"I remember one day just standing at the elevator outside the doctor's office and crying uncontrollably because I felt so helpless," Jacqueline McGowan recalled.
Other days she was reduced to "falling on my knees and praying to God for relief."
As Ms. McGowan, a financial analyst, cared for her mother Gwendolyn, who was suffering from multiple myeloma, the constant demands provoked a lot of tears and prayers. They also stripped away her savings and her energies.
"When you care for a loved one with a terminal illness, it's emotionally taxing, physically exhausting, financially draining," said Ms. McGowan, who lives in Toronto.
It is a situation all too familiar to Canadians caring for loved ones with cancer, according to a new report commissioned by the Canadian Cancer Society .
While cancer is the country's biggest killer, the end-of-life care offered is tremendously uneven and hard to access, it concludes.
"Right now, in Canada we have a patchwork approach to providing care at the end of life. This means that some cancer patients and their families are not getting the support they need during a very difficult time," said Heather Chappell, director of Cancer Control Policy at the CCS.
"Uniform, high-quality support for any person dying of cancer should be available no matter where they live," she said.
Caring for a loved one with cancer results in more than $1,000 a month in additional expenses, not including lost wages, the research shows. The added costs include drugs, medical supplies, special foods and other expenses related to cancer treatment.
Caregivers also commit, on average, 2.6 hours a day to the patient, in addition to their other duties, and the outside help varies tremendously according to where a person lives.
The 18-page report, which is included as a special section in the annual Canadian Cancer Statistics, concludes that poor end-of-life care for cancer patients is due to four principal factors:
* The inadequacy of programs that allow people to die at home when it is their preference;
* Insufficient use of palliative-care services, largely because patients are referred to those services too late;
* Families not knowing how to access end-of-life care and being overwhelmed by psychosocial and financial burdens;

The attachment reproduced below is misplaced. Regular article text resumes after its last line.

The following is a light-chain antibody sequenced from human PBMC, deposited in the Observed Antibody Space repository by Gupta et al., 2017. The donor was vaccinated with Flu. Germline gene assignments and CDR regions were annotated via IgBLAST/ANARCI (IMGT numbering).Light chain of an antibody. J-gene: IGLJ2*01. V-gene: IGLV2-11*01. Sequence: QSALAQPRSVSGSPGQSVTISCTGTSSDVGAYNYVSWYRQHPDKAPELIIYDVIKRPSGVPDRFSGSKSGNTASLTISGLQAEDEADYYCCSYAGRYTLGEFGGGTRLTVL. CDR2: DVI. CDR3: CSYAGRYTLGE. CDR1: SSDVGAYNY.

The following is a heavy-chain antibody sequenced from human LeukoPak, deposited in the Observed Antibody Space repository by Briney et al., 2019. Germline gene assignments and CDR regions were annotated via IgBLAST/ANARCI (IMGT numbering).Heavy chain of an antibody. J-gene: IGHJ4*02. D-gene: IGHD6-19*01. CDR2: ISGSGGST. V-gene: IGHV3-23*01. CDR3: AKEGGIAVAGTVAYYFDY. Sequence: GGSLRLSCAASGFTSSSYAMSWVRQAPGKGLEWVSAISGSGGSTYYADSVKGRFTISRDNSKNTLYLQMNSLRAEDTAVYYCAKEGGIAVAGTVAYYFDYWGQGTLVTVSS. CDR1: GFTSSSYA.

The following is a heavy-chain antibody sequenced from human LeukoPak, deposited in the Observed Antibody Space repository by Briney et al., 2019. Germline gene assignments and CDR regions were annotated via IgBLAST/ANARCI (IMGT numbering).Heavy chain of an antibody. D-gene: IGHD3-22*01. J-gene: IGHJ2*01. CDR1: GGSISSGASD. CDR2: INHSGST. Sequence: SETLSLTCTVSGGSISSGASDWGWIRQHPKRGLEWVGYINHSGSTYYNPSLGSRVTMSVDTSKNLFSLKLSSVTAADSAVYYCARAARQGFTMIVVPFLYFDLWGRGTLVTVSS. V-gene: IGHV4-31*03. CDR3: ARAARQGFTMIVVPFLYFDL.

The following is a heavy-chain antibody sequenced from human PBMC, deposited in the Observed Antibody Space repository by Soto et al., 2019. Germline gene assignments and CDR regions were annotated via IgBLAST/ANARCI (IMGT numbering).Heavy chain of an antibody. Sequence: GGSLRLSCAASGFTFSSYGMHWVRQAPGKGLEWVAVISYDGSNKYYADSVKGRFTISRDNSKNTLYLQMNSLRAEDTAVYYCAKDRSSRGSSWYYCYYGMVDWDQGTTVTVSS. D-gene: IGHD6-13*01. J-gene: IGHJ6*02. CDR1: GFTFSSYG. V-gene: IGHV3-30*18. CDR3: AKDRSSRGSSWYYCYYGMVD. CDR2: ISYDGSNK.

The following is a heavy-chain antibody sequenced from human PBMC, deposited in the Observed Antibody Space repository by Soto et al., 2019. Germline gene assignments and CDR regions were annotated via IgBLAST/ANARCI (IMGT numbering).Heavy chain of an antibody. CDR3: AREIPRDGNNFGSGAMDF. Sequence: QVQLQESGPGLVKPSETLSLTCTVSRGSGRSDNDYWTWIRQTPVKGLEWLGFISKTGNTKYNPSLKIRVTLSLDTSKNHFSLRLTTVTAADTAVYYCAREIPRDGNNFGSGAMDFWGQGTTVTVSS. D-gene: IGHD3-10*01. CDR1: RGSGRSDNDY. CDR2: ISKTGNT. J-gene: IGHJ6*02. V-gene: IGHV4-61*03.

* A lack of basic data and research on how to minimize the pain and suffering of patients with terminal cancer.
"End-of-life care has to become part of the conversation," said Camilla Zimmermann, the head of palliative care at Princess Margaret Hospital in Toronto. "Right now, it's up to chance whether you get good palliative care or not."
The five-year for survival rate for all cancers combined is 59 per cent. Practically speaking, that means that, within five years of diagnosis, more than 40 per cent of cancer patients will die and that reality needs to be incorporated in their care, Dr. Zimmermann said.
Currently, there tends to be a handover from the oncologist to the palliative-care team in the final days of life, when death is imminent. Instead, cancer patients should be getting regular consults on pain and symptom-management that leads naturally to discussion of end-of-life care when a cancer becomes untreatable, Dr. Zimmermann said.
There also needs to be various types of assistance offered to family caregivers during the process - homecare, respite care, and palliative care (either at home, at a hospice or in hospital), she said.
"I don't know if there's a 'good death' - that's a weird expression," Dr. Zimmermann said. "But there is a bad death - dying in pain without people you love around you and in psychological, physical and spiritual distress.
"We can prevent a bad death with good palliative care."
In addition to bolstering end-of-life care, the new report calls for complementary measures to ease the burden of caregivers, including expanding compassionate-care benefits so that family caregivers can receive Employment Insurance benefits for up to 26 weeks, not the current six weeks, and establishing a caregiver tax benefit that would be paid to assist lower-income caregivers with additional costs.
An estimated 173,800 new cases of cancer will be diagnosed in Canada in 2010, according to the latest projections. (This does not include 75,500 cases of non-melanoma skin cancer.)
At least 76,200 Canadians will die of cancer this year. The leading cancer killer, by far, remains lung cancer, which will take an estimated 20,600 lives this year. Next is colorectal cancer (9,100 deaths), then breast cancer (5,400) and prostate cancer (4,300).